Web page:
Tuner Tuesday: 2006 BMW M5 Dinan 5.8

Nate’s look at the E34 and E39 Dinan M5s over the past week is a poignant reminder of the factory-backed performance available in these super sedans. In the best style of “Q-Ships” – World War II merchant ships that hid surprising armament behind their docile exterior – they’re turned up but never outrageous. When it came to the E60 chassis though, with 500 horsepower on tap how did one increase the already world-beating performance? In Dinan’s case, there was no replacement for displacement, as they punched out the 5 liter V10 to 5.8 liters. The result was an additional 100 horsepower and around 80 lb.ft more torque while still maintaining the stratospheric redline. Yet that insane performance was available in a wrapper which looked no different than a standard M5:

CLICK FOR DETAILS: 2006 BMW M5 Dinan 5.8 on eBay

1991 BMW M5 Dinan 3.9 – Revisit


The E34 M5 may be the least-loved of the breed, but who is going to argue with a 3.9 liter stroker S38? I adore my S38B35, and the thought of a torquier, gnarlier Dinanified inline-6 with an extra pint of volume makes me tingle. This Calypso Red M5 has made the rounds, first selling on BaT in 2012 for a relative pittance before spending the last year-plus trying to spin a profit. The speculative seller has repainted it but accrued fewer than 1k miles, making clear his intentions to cash in on a rare, tuned M-car. The reality that E34s aren’t appreciating like E30s or E38s has apparently begun to set in, as he’s asking now asking $6,500 less than in 11/2014. If you’re looking for a monster E34, this is probably the way to go. But when you could be getting an E39 with 60 more horsepower and a generation newer everything, does anyone like the E34 enough to pay the premium? I’m guessing the seller is going to have to have more patience or less pride before this M5 can start spinning its wheels again with a real driver.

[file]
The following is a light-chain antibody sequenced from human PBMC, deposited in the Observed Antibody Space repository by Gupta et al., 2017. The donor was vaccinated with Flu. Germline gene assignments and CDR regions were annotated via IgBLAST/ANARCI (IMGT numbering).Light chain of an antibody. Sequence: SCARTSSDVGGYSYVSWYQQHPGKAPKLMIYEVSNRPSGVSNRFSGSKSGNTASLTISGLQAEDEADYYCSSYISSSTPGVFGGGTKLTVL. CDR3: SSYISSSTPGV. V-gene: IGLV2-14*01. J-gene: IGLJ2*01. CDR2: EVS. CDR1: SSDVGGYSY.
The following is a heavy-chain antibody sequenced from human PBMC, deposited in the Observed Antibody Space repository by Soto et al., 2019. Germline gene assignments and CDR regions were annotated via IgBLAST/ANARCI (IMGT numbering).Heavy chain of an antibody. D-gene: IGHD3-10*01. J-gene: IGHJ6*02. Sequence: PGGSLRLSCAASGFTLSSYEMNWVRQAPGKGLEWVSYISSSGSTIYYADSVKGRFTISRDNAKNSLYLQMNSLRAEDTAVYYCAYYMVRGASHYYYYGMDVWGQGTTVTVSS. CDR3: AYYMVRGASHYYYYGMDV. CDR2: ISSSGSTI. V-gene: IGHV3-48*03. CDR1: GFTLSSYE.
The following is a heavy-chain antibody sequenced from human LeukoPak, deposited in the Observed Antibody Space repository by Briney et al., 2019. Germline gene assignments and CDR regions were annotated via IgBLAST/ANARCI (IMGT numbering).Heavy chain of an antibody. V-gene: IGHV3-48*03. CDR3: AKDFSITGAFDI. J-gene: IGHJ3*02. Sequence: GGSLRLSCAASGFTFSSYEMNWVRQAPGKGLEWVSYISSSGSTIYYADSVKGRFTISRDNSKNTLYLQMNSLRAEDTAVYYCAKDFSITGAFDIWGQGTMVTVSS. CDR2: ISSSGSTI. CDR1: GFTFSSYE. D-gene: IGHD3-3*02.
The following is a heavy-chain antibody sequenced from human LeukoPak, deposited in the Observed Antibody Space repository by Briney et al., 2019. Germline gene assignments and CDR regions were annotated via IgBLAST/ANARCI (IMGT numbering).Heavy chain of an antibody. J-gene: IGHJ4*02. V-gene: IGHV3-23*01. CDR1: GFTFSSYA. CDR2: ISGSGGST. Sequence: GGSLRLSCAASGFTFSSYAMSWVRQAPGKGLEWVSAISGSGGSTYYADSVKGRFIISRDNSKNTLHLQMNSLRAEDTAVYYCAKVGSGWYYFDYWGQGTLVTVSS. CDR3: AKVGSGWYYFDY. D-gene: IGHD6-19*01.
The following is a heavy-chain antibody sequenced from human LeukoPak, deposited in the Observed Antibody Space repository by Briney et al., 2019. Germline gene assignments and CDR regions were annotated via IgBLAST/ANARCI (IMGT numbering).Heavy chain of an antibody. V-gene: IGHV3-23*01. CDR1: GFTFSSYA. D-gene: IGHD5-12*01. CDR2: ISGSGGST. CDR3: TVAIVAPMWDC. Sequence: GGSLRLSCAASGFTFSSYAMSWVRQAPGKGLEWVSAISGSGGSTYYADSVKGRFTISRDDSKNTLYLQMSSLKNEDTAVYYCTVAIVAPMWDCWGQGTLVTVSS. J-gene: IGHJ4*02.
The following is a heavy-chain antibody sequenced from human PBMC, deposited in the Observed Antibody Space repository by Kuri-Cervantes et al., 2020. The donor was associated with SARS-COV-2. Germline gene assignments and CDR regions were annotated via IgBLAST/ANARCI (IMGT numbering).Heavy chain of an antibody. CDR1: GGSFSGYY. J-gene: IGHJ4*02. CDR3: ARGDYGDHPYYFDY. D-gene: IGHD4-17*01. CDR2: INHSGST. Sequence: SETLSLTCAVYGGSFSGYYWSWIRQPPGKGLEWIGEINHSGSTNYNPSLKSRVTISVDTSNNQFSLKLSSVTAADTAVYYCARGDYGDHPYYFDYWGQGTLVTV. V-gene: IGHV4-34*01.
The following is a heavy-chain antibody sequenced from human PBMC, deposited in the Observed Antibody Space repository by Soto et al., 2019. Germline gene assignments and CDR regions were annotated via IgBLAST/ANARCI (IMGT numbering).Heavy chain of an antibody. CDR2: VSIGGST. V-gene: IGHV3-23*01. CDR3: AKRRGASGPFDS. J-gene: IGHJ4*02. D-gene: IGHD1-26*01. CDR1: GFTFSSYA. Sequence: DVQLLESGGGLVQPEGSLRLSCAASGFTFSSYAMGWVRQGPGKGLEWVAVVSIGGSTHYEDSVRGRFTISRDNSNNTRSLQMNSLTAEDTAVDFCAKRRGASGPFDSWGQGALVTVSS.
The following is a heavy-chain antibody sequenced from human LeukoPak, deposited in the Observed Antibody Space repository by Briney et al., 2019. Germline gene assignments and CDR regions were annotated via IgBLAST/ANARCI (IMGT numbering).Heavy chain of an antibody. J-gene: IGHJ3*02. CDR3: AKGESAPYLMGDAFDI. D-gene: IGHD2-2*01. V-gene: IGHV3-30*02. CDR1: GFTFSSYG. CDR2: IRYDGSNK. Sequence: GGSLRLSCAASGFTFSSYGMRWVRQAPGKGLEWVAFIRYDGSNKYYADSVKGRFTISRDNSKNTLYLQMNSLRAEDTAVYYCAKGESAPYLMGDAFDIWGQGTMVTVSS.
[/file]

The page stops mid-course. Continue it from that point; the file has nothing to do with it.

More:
-NR

CLICK FOR DETAILS: 1991 BMW M5 on eBay

The below post originally appeared on our site November 28, 2014:

Feature Listing: 1999 BMW M Roadster with AC Schnitzer and Dinan Modifications

With all the hoopla surrounding the BMW M Coupe, it’s easy to forget about its sibling, the M Roadster. This wide-hipped roadster offers a lot of power in a very small package along with the ability to drop the top and listen to the noise of that straight six out the quad tailpipes. This Estoril Blue M Roadster is for sale from former GCFSB contributor Aaron Kraljev in Portland, Oregon. This M Roadster was his personal car and has been meticulously maintained. It also comes with a host of nice options and accessories, such as the hardtop, AC Schnitzer alloys and exhaust along with Dinan performance software. Looking to stand out a bit with your M Roadster? Read further…

Click for details: 1999 BMW M Roadster on Craigslist Portland

Double Take – Almost M: 2006 and 2008 BMW 550is

It seems that with every progressive generation of BMW 5-series, the gap between the outgoing M5 and the top of the line non-M 5 series narrows considerably. While there wasn’t much of a contest between the E28 M5 and E34 535i, by the end of the E34 run the 540i M Sport was – for all intents and purposes – a M5 without the S38. BMW upped the ante to 400 horsepower in the new E39 M5, once again widening the gap to the 540i model. But the successor E60 545i offered 330 horsepower with matching torque in 2003 alongside the outgoing E39 and once again the gap in performance became much smaller. That gap was made almost impercievable in 2005, when BMW revised the E60 with the increased displacement in the N62 motor. Now sporting 4.8 liters from the N62B48, the new “550i” now had 360 horsepower and 361 lb.ft of torque – a near match for the S62. What was perhaps more amazing was that the new N62 also nearly matched the torque of the new E60 M5’s S85 V10. But while that screaming V10 produced far more horsepower, the peak torque was reached only at 6,100 revolutions – hardly practical in your daily commute. In comparison, peak twist on the N62 came at a much more realistic 3,400 r.p.m.s, and on the fly these 550is were – and still are – seriously quick sedans. They also introduced the next generation of design language and computer technology into the 5-series. Some love the look while others lambaste the design. While it’s certainly not my favorite 5, at least it’s distinctive and different in a world full of cookie-cutter designs and dare I say I think it may look better today than it did new – perhaps a testament to its avant garde lines.…

Tuned BMW E60 M5s

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You might think that a car that has a simple button to raise its power by 100 horses might have enough, but today we have two E60 M5s that will explain to you why that kind of thinking makes you a peacenik ninny. I mean, if you can get a V10 in used Audis, then you have to do something to make your M5 stick out, right? These two E60s take pretty different approaches to power and style – supercharger vs. stroker, manual vs. SMG, Eurotuner vs. Roundel – but both represent about as insane of Autobahn stormers as you can find.